With good weather expected for the bank holiday, it'll mean lie-ins, barbecues and brunches for many. But spare a thought for the restaurant, pub, taxi and NHS workers that will be setting their alarms for gruelling shifts come Sunday night.
Can you refuse to work? DAS Law’s Hannah Parsons outlines your rights.
Check your employment contract
Whether or not you have to work the Bank Holiday will depend on your contract of employment. That is usually a written document, but it doesn’t have to be. The terms can also be found in what is implied through custom and practice..
Some employers close down on Bank Holidays and your contract will entitle you to take those days in addition to, or as part of, your annual leave entitlement in which case you would not be required to work.
However, if Monday 26 August falls on one of your normal working days, and your employer opens for business on public holidays and expects you to work, then you are likely to be contractually obliged to work unless you have been granted annual leave.
In short, if your contract states it’s business as usual and compulsory, you’ll be expected to work. However, if the office is closed, you won’t be obliged to go in unless you’ve agreed otherwise. This may or may not involve your holiday allowance.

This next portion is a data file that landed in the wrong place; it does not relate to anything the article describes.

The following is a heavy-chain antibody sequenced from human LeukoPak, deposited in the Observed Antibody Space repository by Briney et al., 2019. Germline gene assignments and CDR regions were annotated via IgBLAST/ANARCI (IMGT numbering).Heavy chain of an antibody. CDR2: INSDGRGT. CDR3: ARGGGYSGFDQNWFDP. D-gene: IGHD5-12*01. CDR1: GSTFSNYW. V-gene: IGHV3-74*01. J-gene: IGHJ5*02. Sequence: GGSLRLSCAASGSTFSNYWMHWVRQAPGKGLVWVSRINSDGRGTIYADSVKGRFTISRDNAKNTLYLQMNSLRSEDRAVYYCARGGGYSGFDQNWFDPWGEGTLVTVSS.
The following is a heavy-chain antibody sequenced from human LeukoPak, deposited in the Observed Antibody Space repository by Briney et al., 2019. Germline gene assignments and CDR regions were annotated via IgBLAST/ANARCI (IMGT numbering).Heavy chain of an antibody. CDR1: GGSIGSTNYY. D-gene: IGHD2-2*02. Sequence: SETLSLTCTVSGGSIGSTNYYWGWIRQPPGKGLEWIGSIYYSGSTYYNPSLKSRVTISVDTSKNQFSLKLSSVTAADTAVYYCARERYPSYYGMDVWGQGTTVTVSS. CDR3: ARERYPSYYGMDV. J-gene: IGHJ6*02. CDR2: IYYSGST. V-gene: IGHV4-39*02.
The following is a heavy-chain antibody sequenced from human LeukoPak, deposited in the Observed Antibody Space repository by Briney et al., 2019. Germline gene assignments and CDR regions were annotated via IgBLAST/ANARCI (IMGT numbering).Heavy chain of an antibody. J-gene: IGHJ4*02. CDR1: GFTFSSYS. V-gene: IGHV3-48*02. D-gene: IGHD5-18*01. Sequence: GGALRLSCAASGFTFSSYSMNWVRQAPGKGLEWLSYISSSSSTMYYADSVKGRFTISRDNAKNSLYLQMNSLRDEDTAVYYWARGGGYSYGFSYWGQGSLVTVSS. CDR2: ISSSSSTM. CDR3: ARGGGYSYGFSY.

What about taking it as holiday?
If you are scheduled to work, you are able to request using annual leave on a Bank Holiday just like any other day. However, it will be at the discretion of the employer as to whether the request is granted.
Generally, as long as an employer doesn’t curtail an employees’ right to take annual leave, employers may decline requests for annual leave and will usually rely on business reasons for doing so.
Disclaimer: This information is for general guidance regarding rights and responsibilities and is not formal legal advice as no lawyer-client relationship has been created. Note that the information was accurate at the time of publication but laws may have since changed.